Many environmental fields contribute to planning, building, and operating a sustainable transportation network. The people who bring these skills and their passion to work in transportation organizations help to mitigate the environmental impacts of our expansive mobility, and identify, design and operate new mobility systems for the future. Below you will find links to 14 profiles of people working across 11 different environmental fields in transportation-related work.

  1. Fish, Wildlife & Rare Species
  2. Transit & TDM
  3. Bicycle & Pedestrian Initiative
  4. Planning &Modeling
  5. Water Quality
  6. Noise Abatement
  7. Hydrological Studies
  8. Community Impact Assessment
  9. Cultural Resources
  10. Waste Management and Remediation
  11. Hazardous Materials

These profiles were developed to provide guidance and inspiration to students and young professionals looking to identify future career choices in environmental fields in the transportation sector. (The information is current as of June 2019. If we receive updates they will be noted by an * next to the name, and new information will be posted at the bottom of the page.)

Environmental Work in the Transportation Sector – Career Profiles
Name Title Organization Undergraduate Degree Graduate Degree Field(s)
Patti Kallfelz-Wertz Environmental Scientist VHB- Vanasse Hangen Brustlin, Inc. Ecology 1- Fish, Wildlife & Rare Species
James Brady Environmental Biologist Vermont Agency of Transportation Ecology 1- Fish, Wildlife & Rare Species
Lori Zeller Transportation Planner Foursquare ITP Planning, Geography City and Regional Planning, Transportation 2- Transit and TDM;

4- Planning & Modeling

Nicole Freeman Director of Transportation Planning City of Newton, MA Urban Planning, Economics 2- Transit and TDM;

3- Bicycle & Pedestrian Initiatives; 4- Planning & Modeling

David Sorrell Mobility Solutions Programs & Transportation Demand Administration University of California, Berkeley Parking and Transportation Department Public Administration Organizational Development and Leadership 2- Transit and TDM
Jeff Owen Strategic Planning Coordinator TriMet Landscape Architecture City and Regional Planning, Transportation 2- Transit and TDM;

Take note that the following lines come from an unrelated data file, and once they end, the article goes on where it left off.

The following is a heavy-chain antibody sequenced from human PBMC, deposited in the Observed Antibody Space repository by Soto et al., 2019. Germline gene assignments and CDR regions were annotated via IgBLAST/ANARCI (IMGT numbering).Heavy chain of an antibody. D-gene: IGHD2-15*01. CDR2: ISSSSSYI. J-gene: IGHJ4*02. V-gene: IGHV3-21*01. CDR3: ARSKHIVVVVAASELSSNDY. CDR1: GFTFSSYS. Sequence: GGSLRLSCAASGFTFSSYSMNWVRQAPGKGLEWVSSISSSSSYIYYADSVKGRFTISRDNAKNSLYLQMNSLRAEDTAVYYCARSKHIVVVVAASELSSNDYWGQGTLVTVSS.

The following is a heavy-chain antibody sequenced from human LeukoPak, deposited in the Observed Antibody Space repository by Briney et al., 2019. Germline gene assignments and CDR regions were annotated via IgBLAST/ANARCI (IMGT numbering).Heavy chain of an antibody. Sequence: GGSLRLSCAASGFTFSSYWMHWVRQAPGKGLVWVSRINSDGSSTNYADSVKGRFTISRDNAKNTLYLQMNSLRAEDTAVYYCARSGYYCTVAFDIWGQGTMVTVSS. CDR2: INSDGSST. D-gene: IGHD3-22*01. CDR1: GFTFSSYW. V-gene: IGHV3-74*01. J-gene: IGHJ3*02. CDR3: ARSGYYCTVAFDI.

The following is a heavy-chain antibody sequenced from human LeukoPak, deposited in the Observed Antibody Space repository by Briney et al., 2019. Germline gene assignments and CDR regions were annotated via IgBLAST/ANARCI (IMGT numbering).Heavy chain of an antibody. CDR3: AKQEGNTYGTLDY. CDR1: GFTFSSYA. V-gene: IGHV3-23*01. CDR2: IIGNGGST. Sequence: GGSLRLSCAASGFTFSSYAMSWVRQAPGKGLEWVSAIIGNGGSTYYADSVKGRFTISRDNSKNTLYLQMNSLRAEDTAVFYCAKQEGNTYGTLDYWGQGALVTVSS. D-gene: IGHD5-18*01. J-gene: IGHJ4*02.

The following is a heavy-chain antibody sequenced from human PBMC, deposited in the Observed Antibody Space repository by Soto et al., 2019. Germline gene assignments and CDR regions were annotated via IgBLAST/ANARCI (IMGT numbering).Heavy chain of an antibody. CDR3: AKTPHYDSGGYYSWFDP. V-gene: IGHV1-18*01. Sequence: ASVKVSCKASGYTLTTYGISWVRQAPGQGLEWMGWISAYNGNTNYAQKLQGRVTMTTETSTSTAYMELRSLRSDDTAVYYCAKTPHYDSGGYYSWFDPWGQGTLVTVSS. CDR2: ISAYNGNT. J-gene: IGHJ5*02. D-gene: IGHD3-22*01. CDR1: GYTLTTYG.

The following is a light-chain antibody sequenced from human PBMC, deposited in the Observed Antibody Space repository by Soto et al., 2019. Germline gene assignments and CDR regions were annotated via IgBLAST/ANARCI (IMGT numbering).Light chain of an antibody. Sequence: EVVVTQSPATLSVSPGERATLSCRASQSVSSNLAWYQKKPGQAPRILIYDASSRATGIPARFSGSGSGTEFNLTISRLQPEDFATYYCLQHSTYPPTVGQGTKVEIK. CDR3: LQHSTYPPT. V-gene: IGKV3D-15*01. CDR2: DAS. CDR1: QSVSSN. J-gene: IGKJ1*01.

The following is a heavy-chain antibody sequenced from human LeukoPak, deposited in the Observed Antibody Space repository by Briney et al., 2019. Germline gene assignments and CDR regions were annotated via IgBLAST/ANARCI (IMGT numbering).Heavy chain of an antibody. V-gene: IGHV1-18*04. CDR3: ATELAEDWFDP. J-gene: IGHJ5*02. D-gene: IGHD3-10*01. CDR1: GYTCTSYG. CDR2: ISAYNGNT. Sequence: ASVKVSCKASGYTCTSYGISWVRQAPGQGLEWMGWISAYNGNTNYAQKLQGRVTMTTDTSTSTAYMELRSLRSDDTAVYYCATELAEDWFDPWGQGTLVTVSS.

3- Bicycle & Pedestrian Initiatives;

4- Planning & Modeling

Emma Chapman * Bike Train Operator Divvy Bicycle Share History of Art & Political Science, Architectural History & Urban Studies MBA, Finance & Public Accounting 2- Transit and TDM;

3- Bicycle & Pedestrian Initiatives; 4- Planning & Modeling

Eleni Churchill Transportation Program Manager Chittenden County Regional Planning Commission Civil Engineering Civil Engineering 4- Planning & Modeling
Emily Nosse-Leirer Planner Chittenden County Regional Planning Commission Urban Geography Urban Geography 4- Planning & Modeling
Robert Widley Water Resources Engineer VHB- Vanasse Hangen Brustlin, Inc. Environmental Studies Water Resources Engineering 5- Water Quality;

7-Hydrological Studies

Scott Edwards Senior Associate Cross-Spectrum Acoustics Acoustical Engineering & Music 6- Noise Abatement,

8- Community Impact Assessment

Kaitlin O’Shea Preservation Planner VHB- Vanasse Hangen Brustlin, Inc. Historic Preservation Historic Preservation 9- Cultural Resources
Paige Cornell Environmental Scientist VHB- Vanasse Hangen Brustlin, Inc. Environmental Science, Geology, Geospatial Technologies 10- Waste Management & Remediation;

11- Hazardous Materials

Charlie Farmer Environmental Engineer VHB- Vanasse Hangen Brustlin, Inc. Environmental Science Environmental Engineering

5- Water Quality;

10- Waste Management & Remediation

 

Updates:

* Emma Chapman  Emma has started a new job in July 2019 as an Associate with Cambridge Systematics helping midwestern transportation clients work through financial planning challenges in their Transit Planning & Policy group.
The design and collection of profiles for this page was conducted by Marissa McFadden, a UVM Graduate student working as a research assistant at the Transportation Research Center

with funding from the National Center for Sustainable Transportation at UC Davis. Disclaimer: The contents of this report reflect the views of the authors, who are responsible for the facts and the accuracy of the information presented herein. This document is disseminated in the interest of information exchange. The report is funded, partially or entirely, by a grant from the U.S. Department of Transportation’s University Transportation Centers Program. However, the U.S. Government assumes no liability for the contents or use thereof.

Aging and in need of attention: America’s infrastructure and its 17 million workers